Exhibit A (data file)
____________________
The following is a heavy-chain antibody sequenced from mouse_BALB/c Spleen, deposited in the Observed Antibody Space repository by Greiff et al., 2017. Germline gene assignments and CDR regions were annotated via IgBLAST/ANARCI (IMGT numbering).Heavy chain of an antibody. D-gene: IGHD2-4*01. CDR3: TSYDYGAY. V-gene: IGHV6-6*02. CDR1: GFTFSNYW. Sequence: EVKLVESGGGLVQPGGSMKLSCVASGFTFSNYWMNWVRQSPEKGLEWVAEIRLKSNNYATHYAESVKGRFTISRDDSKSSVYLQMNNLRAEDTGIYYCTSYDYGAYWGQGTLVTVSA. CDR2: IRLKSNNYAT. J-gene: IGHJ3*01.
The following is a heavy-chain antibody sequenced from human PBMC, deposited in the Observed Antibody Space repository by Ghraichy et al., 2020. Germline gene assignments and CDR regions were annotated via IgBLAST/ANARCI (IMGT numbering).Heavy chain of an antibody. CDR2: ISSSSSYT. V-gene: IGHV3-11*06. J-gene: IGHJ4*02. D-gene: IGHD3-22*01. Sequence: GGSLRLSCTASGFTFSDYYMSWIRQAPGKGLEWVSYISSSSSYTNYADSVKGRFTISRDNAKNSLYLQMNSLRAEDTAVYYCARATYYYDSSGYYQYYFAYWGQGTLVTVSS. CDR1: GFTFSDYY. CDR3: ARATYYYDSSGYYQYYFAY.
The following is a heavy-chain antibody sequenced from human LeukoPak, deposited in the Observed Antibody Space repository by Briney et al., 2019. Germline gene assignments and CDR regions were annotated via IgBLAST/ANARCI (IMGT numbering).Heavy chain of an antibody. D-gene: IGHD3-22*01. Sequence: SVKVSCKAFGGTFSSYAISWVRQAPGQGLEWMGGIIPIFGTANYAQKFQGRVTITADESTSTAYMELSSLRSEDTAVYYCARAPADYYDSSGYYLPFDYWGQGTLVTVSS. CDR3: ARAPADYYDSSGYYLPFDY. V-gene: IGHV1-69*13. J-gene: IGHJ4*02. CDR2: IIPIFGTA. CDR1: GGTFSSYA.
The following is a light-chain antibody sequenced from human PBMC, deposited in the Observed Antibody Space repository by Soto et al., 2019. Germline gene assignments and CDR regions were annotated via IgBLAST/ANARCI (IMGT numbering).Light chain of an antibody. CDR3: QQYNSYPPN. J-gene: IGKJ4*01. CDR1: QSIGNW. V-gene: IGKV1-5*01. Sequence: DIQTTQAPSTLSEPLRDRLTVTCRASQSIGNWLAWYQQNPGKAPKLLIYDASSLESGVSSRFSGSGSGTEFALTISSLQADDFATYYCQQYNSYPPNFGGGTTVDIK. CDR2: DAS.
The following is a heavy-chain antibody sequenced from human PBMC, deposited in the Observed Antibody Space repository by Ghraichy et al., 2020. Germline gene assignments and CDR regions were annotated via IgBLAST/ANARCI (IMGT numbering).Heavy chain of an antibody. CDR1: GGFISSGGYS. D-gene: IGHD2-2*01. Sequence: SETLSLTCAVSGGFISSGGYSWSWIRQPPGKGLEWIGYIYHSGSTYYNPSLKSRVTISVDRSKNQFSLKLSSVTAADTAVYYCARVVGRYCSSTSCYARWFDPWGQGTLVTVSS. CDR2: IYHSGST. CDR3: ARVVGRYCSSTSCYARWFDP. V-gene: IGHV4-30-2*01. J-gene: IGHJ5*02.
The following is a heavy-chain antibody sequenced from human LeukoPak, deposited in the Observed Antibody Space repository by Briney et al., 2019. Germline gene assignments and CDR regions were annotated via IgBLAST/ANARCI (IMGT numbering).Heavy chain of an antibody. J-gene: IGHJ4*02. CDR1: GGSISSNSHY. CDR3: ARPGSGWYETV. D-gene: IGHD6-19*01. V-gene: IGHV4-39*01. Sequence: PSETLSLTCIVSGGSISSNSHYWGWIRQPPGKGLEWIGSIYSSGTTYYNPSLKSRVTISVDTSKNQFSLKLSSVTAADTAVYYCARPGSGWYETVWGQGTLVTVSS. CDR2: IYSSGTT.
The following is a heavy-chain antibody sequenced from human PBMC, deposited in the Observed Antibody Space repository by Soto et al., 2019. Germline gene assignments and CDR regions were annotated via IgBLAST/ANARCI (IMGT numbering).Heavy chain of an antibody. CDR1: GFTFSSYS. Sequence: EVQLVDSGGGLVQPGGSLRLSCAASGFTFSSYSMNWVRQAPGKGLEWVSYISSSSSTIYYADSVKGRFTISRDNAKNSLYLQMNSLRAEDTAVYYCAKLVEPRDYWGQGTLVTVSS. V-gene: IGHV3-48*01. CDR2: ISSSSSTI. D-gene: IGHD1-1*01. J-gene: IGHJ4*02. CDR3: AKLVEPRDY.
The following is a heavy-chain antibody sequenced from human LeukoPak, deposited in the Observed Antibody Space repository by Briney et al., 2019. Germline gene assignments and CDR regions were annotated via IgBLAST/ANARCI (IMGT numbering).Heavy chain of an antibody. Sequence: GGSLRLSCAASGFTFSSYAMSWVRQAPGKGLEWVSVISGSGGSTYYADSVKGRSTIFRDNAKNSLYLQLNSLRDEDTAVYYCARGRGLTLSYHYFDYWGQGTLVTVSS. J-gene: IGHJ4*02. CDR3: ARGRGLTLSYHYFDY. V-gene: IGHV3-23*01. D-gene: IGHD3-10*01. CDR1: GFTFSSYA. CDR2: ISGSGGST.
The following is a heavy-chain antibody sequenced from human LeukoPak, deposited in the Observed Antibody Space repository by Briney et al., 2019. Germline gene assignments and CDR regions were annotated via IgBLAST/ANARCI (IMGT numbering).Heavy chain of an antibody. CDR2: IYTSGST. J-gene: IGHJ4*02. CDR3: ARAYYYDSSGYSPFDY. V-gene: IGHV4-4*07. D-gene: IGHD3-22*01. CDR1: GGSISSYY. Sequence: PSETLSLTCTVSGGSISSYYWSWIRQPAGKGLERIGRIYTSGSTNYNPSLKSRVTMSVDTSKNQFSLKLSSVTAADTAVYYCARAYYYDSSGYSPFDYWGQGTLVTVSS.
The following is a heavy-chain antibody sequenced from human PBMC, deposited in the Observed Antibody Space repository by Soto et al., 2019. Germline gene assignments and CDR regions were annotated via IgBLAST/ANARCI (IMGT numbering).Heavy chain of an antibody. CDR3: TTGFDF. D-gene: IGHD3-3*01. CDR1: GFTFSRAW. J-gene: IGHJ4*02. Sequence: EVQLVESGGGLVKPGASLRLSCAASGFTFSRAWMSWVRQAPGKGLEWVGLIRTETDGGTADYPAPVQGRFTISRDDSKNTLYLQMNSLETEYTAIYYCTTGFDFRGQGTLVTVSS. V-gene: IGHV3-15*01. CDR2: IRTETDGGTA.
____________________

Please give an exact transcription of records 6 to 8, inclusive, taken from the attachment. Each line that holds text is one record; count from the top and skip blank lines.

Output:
The following is a heavy-chain antibody sequenced from human LeukoPak, deposited in the Observed Antibody Space repository by Briney et al., 2019. Germline gene assignments and CDR regions were annotated via IgBLAST/ANARCI (IMGT numbering).Heavy chain of an antibody. J-gene: IGHJ4*02. CDR1: GGSISSNSHY. CDR3: ARPGSGWYETV. D-gene: IGHD6-19*01. V-gene: IGHV4-39*01. Sequence: PSETLSLTCIVSGGSISSNSHYWGWIRQPPGKGLEWIGSIYSSGTTYYNPSLKSRVTISVDTSKNQFSLKLSSVTAADTAVYYCARPGSGWYETVWGQGTLVTVSS. CDR2: IYSSGTT.
The following is a heavy-chain antibody sequenced from human PBMC, deposited in the Observed Antibody Space repository by Soto et al., 2019. Germline gene assignments and CDR regions were annotated via IgBLAST/ANARCI (IMGT numbering).Heavy chain of an antibody. CDR1: GFTFSSYS. Sequence: EVQLVDSGGGLVQPGGSLRLSCAASGFTFSSYSMNWVRQAPGKGLEWVSYISSSSSTIYYADSVKGRFTISRDNAKNSLYLQMNSLRAEDTAVYYCAKLVEPRDYWGQGTLVTVSS. V-gene: IGHV3-48*01. CDR2: ISSSSSTI. D-gene: IGHD1-1*01. J-gene: IGHJ4*02. CDR3: AKLVEPRDY.
The following is a heavy-chain antibody sequenced from human LeukoPak, deposited in the Observed Antibody Space repository by Briney et al., 2019. Germline gene assignments and CDR regions were annotated via IgBLAST/ANARCI (IMGT numbering).Heavy chain of an antibody. Sequence: GGSLRLSCAASGFTFSSYAMSWVRQAPGKGLEWVSVISGSGGSTYYADSVKGRSTIFRDNAKNSLYLQLNSLRDEDTAVYYCARGRGLTLSYHYFDYWGQGTLVTVSS. J-gene: IGHJ4*02. CDR3: ARGRGLTLSYHYFDY. V-gene: IGHV3-23*01. D-gene: IGHD3-10*01. CDR1: GFTFSSYA. CDR2: ISGSGGST.